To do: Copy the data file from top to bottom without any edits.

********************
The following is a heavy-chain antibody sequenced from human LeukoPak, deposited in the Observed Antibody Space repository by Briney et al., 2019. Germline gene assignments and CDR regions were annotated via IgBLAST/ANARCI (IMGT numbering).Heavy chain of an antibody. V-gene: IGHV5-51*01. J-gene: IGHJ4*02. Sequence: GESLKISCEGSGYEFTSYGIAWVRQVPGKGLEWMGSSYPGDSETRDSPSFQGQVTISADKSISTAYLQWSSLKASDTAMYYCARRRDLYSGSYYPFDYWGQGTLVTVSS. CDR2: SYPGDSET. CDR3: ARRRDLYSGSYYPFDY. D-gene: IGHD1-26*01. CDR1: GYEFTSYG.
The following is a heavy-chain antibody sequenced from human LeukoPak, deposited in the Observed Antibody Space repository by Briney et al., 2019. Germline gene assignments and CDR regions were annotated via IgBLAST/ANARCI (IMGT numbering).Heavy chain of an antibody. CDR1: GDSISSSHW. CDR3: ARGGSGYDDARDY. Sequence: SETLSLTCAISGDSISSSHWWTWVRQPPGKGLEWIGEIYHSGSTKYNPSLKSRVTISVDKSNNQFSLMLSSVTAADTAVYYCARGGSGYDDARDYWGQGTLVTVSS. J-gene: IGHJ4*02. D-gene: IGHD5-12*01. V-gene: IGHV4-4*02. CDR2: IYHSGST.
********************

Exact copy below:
The following is a heavy-chain antibody sequenced from human LeukoPak, deposited in the Observed Antibody Space repository by Briney et al., 2019. Germline gene assignments and CDR regions were annotated via IgBLAST/ANARCI (IMGT numbering).Heavy chain of an antibody. V-gene: IGHV5-51*01. J-gene: IGHJ4*02. Sequence: GESLKISCEGSGYEFTSYGIAWVRQVPGKGLEWMGSSYPGDSETRDSPSFQGQVTISADKSISTAYLQWSSLKASDTAMYYCARRRDLYSGSYYPFDYWGQGTLVTVSS. CDR2: SYPGDSET. CDR3: ARRRDLYSGSYYPFDY. D-gene: IGHD1-26*01. CDR1: GYEFTSYG.
The following is a heavy-chain antibody sequenced from human LeukoPak, deposited in the Observed Antibody Space repository by Briney et al., 2019. Germline gene assignments and CDR regions were annotated via IgBLAST/ANARCI (IMGT numbering).Heavy chain of an antibody. CDR1: GDSISSSHW. CDR3: ARGGSGYDDARDY. Sequence: SETLSLTCAISGDSISSSHWWTWVRQPPGKGLEWIGEIYHSGSTKYNPSLKSRVTISVDKSNNQFSLMLSSVTAADTAVYYCARGGSGYDDARDYWGQGTLVTVSS. J-gene: IGHJ4*02. D-gene: IGHD5-12*01. V-gene: IGHV4-4*02. CDR2: IYHSGST.